The Harvard-Radcliffe Summer Theater recently garnered acclaim for being the first Boston theater troupe to stage any work by playwright Vaclav Havel since his election as Czech president. While the selection of Increased Difficulty of Concentration is indubitably indicative of the group's political savvy, it is even more indicative of its good taste.
The work is fast, funny and damnably clever. Set behind the Iron Curtain in 1968, Increased Difficulty of Concentration, plays game with perception, chronology and language, and is classic theater of the absurd. The simple repitition of dialogues, even entire scenes, lends Havel's glimpse behind the curtain an acuity. The work is frequently and charmingly inscrutable; there are several inexplicable and subtle wardrobe changes between scenes.
Havel's creative script is not wasted on director Orion Ross. Ross molds the play into a dimension not only of sight, but of sound. The play opens with China Forbes off-stage, singing in her clear, strong, beautiful voice, while John Ducey and Blake Spraggins bumble about in pantomime as social scientists Karel Kriebl and Emil Machal. And in the first true scene, Ross creates a breakfast interlude in which the clanking of silverware, plates and glasses speak as much as the characters at the table.
Off stage, Ross's direction is helped greatly by sound orchestrator Sonya Raminsky, who masterfully handles the effects and lends her domain an air of theatricality equalling that of the stage itself. The beeps and blips belched by social science computer Pazook are wonderfully hilarious, and Professor Huml once recieves a phone call from what appears to an adult emigrant from Charles Schultz's Peanuts series.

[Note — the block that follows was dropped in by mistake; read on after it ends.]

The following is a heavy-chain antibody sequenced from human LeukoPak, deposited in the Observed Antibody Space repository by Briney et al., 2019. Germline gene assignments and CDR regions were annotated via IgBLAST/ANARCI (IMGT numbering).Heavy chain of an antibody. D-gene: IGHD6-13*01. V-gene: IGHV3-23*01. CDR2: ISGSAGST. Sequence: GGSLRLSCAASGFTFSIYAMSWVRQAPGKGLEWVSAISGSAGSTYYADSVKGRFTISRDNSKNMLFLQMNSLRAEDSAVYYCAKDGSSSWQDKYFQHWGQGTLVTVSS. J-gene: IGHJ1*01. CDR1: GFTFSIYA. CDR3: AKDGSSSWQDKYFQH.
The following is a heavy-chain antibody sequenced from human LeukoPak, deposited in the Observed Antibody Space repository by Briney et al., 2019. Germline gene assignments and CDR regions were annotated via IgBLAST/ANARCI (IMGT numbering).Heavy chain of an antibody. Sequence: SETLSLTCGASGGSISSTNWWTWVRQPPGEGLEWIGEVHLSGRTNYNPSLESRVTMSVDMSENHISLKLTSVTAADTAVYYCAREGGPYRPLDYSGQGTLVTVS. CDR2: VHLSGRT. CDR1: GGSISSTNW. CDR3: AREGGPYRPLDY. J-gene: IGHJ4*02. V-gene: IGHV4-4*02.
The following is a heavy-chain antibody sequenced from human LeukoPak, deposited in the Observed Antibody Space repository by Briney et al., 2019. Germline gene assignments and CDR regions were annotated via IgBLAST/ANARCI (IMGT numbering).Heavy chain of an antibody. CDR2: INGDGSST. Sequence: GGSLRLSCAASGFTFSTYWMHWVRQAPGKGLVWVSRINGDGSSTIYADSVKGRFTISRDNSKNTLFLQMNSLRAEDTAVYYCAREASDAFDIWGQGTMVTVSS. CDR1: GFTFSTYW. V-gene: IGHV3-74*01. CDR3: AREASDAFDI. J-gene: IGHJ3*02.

The schizophrenic action of Increased Difficulty of Concentration centers around the befuddled Professor Huml (Tom Hopkins), Eddy to his lovers, of whom he has many. He is a lascivious chap, and most of the supporting cast is women with whom he is, or wants to become, involved. A central theme of the work is his diminished genius as a result of his numerous involvements. But his genius seems magnified by comparison when a bizarre crew of social scientists arrives at his home, and alternately bakes and refridgerates the computer equipment the crew calls Pazook.
Though Ross's production occasionally falls into the generic failing of hollow dialogue and stale blocking, he does an impressive job with the cast. Lead Hopkins makes a strong showing. His performance is consistently focused, and though he perhaps lacks the haggard air the playwright intended for the character, he replaces it with a flawless befuddlement.
Hopkin's Huml is not a man of great introspection. As Dr. Balcar (Lyra O. Barrera) says of Pazook, "He doesn't know what's going on inside him." He is most chipper when he abuses his wife, Vlasta (Forbes), his mistress, Renata (Bina Martin), or his secretary, Blanka (Magda Hernandez). Witness the scene when, without a flinch or trace of anger, he asks Vlasta, "Will you stop speaking for all womankind and see about starting dinner?"
What is truly frightening is that Havel intends Vlasta to speak for all of womankind, and for all of womankind to speak for Vlasta. Much of the humor of the work lies in Havel's recycling women's dialogue. The playwright has Huml's wife and mistress share catty, stereotypical lines. Forbes is a little flat as Vlasta, but Martin displays some nice comic timing as Renata.
Barrera and Hernandez may not share lines, but they do share the gift of stage presence. Hernandez, as Huml's molested secretary, has perfect delivery and a touch for deadpan. Barrera, with her expressive face and quiet control, is well cast as the repressed, high strung social scientist.
Ducey and Spaggins play well off each other as they bump into furniture and smirk at each other. Ducey is especially charming as he strokes the machine and strikes up conversation about "high-altitude plums." Beneath his black cloak, Jeff Branion as their supervisor Beck adds just the right ridiculousness to the play, and lifts the door slam to a level nearing comic genius.
Decidely genius is the farcical scene in which Huml's haunts literally come crashing down upon his head. This scene is a flawless creation of sound and slapstick. Carefully choreographed characters clomp up stairs, slam doors, charge and claw the professor while screeching lines like, "You're not just trying to jolly along the fish, are you?" The laughter evinced in this scene alone would guarantee the work a place as a comic success.
Like the fish, we are being jollied along. The social scientists call their work an investigation of "man in the round," and though Havel's work is circuitous and full, a more appropriate metaphor might be "man on a merry-go-round." We should all thank Ross for the ride.